In Wake Of Supreme Court Gun Ruling, D.C. Gun Owners Sue To Be Able To Carry Concealed Handguns On Metro

This is the second post just this morning fighting to overturn a law based on Alito’s wording in the Roe ruling that laws that are not historically long term in the laws of the US then it is not a right.   Basically if the founders did not make it a right then it is not a right.   Which means that every right bassicy has to be an amendment to the constitution because even if congress passes a law it is not historically a law so not constructional if the 6 religious zeloate on the Supreme Court want to get rid of it or make it so.  That is why codifying Roe into federal law won’t work right now, the six people ruling only on their view of what god wishes will simply say their god doesn’t want that so it has to go, they will rule it unconstitutional.     Alito wrote that ruling to clearly say that his interpretation of his gods wishes was paramount of what the law should read.  He wants to make his god happy, and so he will force you to make his god happy.   Make no mistake these 6 have decided that pushing their religion on the public is acceptable and desirable in the US.   Look at how they let that clearly illegal Texas bounty law on abortion stand simply because they wanted abortion to be illegal.  It had nothing to do with the law, just their wishes.    Hugs

D.C.’s many restrictions on where people can carry concealed handguns may face legal challenges in the wake of a pro-gun Supreme Court ruling.

Three D.C. residents and one Virginia resident are suing D.C. over its prohibition on carrying concealed handguns on Metrorail and Metrobuses within the city, kicking off a legal battle spurred by last week’s Supreme Court ruling that raised constitutional questions about an array of limits on carrying guns outside the home.

In the lawsuit, the four plaintiffs say that many of the existing restrictions in D.C. on where concealed handguns can be carried — they include schools, universities, government buildings, stadiums, bars and restaurants, and more — are likely justifiable and constitutional, but the ban on carrying while on public transportation is not.

“There is not a tradition or history of prohibitions of carrying firearms on public transportation vehicles,” reads the lawsuit, which was filed by George Lyon, a D.C.-based lawyer with Arsenal Attorneys who has filed multiple lawsuits in the past over the city’s restrictive gun laws. “Public transportation systems did not exist as they do today at the founding of the nation. However, there was plainly a tradition of firearms carry when citizens traveled from their homes. In modern parlance, Americans carried arms to prevent their gatherings from becoming soft targets.”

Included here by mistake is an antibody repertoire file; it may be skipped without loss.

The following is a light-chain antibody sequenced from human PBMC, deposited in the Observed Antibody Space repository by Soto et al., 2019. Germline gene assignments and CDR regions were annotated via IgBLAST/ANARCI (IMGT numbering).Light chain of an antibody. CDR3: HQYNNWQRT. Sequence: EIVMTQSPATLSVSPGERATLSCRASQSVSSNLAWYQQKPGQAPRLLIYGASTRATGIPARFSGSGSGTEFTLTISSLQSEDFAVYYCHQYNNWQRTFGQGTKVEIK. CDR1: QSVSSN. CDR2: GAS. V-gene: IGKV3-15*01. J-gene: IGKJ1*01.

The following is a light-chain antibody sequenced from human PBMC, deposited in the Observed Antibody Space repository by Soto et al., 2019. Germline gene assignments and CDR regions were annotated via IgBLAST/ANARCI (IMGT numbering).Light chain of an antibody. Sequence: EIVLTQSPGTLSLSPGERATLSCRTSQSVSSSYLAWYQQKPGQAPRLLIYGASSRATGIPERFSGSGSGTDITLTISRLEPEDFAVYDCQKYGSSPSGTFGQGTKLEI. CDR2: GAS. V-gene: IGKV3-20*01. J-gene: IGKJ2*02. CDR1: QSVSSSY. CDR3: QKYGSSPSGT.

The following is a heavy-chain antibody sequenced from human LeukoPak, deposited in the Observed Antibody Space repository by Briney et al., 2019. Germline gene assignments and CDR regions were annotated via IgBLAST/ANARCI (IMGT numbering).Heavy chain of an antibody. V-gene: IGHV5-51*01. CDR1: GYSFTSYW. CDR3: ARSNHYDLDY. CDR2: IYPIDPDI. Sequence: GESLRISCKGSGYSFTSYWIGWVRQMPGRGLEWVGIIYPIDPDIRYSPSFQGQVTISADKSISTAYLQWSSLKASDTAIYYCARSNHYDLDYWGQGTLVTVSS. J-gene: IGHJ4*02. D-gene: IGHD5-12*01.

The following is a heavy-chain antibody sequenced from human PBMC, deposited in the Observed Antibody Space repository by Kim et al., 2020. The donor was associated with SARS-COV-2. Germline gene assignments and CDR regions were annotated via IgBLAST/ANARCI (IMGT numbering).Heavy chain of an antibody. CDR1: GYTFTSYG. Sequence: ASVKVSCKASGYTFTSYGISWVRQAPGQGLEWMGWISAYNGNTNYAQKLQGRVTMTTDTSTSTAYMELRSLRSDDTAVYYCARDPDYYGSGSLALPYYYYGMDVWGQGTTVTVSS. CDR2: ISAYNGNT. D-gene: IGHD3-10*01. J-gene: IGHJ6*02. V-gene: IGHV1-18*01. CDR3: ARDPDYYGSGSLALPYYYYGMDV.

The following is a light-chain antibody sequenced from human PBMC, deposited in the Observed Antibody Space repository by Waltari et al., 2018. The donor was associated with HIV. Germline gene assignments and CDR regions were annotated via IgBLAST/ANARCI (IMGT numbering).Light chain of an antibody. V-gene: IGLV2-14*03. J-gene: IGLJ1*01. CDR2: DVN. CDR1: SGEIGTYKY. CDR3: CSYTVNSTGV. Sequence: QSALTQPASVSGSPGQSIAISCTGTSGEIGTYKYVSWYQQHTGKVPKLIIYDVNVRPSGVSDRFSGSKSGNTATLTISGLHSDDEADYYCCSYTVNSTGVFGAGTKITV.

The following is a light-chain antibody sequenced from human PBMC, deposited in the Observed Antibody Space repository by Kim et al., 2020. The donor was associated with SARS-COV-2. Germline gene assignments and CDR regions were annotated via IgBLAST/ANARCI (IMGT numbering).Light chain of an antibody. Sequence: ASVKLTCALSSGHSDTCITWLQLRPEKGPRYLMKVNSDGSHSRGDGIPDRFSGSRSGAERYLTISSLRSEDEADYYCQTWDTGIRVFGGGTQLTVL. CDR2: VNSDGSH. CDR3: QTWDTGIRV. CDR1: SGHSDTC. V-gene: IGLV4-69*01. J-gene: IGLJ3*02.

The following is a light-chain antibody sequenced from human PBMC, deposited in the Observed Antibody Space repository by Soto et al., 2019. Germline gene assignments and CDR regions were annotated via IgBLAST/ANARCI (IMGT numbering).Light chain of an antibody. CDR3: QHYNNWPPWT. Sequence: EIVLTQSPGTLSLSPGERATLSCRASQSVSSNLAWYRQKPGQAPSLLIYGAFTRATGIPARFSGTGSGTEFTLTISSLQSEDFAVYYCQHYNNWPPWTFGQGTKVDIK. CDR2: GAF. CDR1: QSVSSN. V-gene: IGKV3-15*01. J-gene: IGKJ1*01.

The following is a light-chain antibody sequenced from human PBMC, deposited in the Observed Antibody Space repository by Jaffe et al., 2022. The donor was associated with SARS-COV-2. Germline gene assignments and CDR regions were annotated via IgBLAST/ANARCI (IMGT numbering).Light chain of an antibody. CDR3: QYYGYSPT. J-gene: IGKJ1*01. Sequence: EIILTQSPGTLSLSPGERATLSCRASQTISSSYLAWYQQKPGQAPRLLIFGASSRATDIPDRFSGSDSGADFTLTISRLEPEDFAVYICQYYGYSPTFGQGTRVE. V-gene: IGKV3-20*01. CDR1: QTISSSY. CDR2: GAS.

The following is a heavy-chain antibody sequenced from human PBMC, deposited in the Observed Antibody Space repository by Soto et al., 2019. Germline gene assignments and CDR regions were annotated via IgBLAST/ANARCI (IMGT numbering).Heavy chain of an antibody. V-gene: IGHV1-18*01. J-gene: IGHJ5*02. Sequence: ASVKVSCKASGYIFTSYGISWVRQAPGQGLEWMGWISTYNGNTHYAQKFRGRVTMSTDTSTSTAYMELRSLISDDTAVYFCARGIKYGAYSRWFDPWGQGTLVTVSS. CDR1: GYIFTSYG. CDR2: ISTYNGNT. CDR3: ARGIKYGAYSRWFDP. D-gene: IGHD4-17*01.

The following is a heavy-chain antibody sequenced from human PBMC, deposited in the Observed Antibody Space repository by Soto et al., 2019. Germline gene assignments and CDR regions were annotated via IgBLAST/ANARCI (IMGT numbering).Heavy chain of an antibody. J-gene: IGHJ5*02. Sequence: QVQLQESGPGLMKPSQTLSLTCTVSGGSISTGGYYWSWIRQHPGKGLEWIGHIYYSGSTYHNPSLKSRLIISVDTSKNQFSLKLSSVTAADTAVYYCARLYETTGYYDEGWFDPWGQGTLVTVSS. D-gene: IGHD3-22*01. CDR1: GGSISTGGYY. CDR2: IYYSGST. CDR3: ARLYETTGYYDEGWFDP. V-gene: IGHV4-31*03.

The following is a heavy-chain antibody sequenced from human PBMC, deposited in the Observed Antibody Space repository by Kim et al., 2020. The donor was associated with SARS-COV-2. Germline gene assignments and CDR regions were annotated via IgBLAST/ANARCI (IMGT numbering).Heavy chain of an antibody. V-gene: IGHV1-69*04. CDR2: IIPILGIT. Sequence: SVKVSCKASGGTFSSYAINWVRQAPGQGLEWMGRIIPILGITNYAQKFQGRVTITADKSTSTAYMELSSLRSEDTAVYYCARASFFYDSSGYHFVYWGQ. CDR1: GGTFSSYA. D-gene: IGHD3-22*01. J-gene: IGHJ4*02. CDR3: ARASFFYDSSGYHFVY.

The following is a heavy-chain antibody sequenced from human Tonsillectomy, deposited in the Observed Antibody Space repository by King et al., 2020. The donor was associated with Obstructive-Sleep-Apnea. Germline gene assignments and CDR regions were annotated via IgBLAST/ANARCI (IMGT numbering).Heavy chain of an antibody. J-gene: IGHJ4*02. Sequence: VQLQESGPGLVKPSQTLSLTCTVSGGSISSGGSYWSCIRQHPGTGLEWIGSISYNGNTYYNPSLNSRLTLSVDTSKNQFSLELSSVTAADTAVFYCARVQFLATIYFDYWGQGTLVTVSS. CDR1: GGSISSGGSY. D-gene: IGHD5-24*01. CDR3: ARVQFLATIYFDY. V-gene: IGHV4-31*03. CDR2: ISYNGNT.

The nod to American history is linked to last week’s 6-3 Supreme Court decision that overturned New York state’s strict limitations on who can carry a gun outside their home. In the ruling in New York State Rifle & Pistol Association Inc. v. Bruen, Justice Clarence Thomas broadly implicated many other limits on carrying guns, saying that governments will now have to show that their restrictions are rooted in the country’s historic traditions, and are not simply justified by a significant government interest.

That, Lyon told DCist/WAMU earlier this week, opened up new avenues to legal challenges to D.C.’s restrictive gun laws. “I think that there is definitely some room there for litigation,” he said, hinting that some of it would come from him.

In his opinion for the conservative majority, Thomas wrote that jurisdictions would still be able to prohibit the carrying of guns in certain “sensitive places,” including government buildings, polling places, and courthouses. But he also opened the door to legal challenges to carrying a gun in other places, writing that “expanding the category of ‘sensitive places’ simply to all places of public congregation that are not isolated from law enforcement defines the category of ‘sensitive places’ far too broadly.”

D.C., for one, prohibits open carrying of handguns and restricts where people with concealed-carry permits can go. Currently, someone carrying a concealed handgun cannot enter government buildings; schools or universities; polling places; libraries; hospitals; public transportation; stadiums or arenas; any business the serves alcohol; the National Mall, U.S. Capitol, and around the White House; or within 1,000 feet of a protest or dignitary who receives police protection. (There are roughly 4,000 people in D.C. with concealed-carry permits, split evenly between D.C. residents and non-residents.)